Ways to Beat the Holiday BluesGrief and depression can worsen at this time of year, but that doesn't have to stop seasonal celebration
Saturday, December 12, 2015
SATURDAY, Dec. 12, 2015 (HealthDay News) -- Celebrating is the last thing some people feel like doing during the holiday season.
"The holidays can be an especially difficult time for people who are depressed or grieving," Dr. Jeffrey Borenstein, president and CEO of the Brain & Behavior Research Foundation, said in a foundation news release.
"People who are sad or lonely often feel out of sync when everyone else seems to be celebrating, and the holidays can exacerbate these feelings," he explained.
If you are depressed, don't try to deal with it on your own. If you are not in treatment, seek help. If you are already receiving treatment, it's especially important to continue during the holidays, he said.
"The holidays are challenging for many people, but symptoms of depression are a sign to seek professional help. The most important take-home message is that depression is treatable and people should not suffer in silence; they should seek help," Borenstein said.
People who are depressed tend to isolate themselves. Instead, they should try to go to a party or family gathering even if they're not in the mood, he suggested.
Don't have unrealistic expectations about the holidays, because that can lead to disappointment, Borenstein said. Holidays can also bring up long-standing family issues. Try to set them aside, he suggested. Instead, try to focus on things that make you happy and be thankful for the good relationships you have.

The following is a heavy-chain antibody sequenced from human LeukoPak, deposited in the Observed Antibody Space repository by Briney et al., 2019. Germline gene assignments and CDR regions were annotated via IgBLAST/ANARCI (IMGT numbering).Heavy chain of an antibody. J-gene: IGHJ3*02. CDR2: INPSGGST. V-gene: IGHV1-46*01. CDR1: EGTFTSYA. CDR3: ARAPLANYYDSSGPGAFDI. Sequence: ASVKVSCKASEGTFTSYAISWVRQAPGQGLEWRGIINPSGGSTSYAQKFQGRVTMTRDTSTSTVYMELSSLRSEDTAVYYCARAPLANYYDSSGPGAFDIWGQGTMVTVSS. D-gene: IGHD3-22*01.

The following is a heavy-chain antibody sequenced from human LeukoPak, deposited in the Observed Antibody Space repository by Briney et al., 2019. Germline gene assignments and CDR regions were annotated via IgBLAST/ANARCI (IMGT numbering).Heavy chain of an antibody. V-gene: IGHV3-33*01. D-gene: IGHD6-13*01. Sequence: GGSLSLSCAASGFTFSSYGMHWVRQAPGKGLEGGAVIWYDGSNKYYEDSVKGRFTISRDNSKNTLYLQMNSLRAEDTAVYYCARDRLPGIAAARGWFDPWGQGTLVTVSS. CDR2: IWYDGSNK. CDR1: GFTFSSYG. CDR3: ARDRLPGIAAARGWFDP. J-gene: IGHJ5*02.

It's also important to get regular exercise, which can help improve your mood.
Some people who feel sad during the holidays turn to alcohol, but that's a mistake. Alcohol is a depressant and can increase depression, anxiety and stress.
Another potential problem at this time of year is seasonal affective disorder (SAD), a form of depression triggered by the lack of sunlight in winter. Treatments for SAD include light therapy, counseling and medications.
SOURCE: Brain & Behavior Research Foundation, news release
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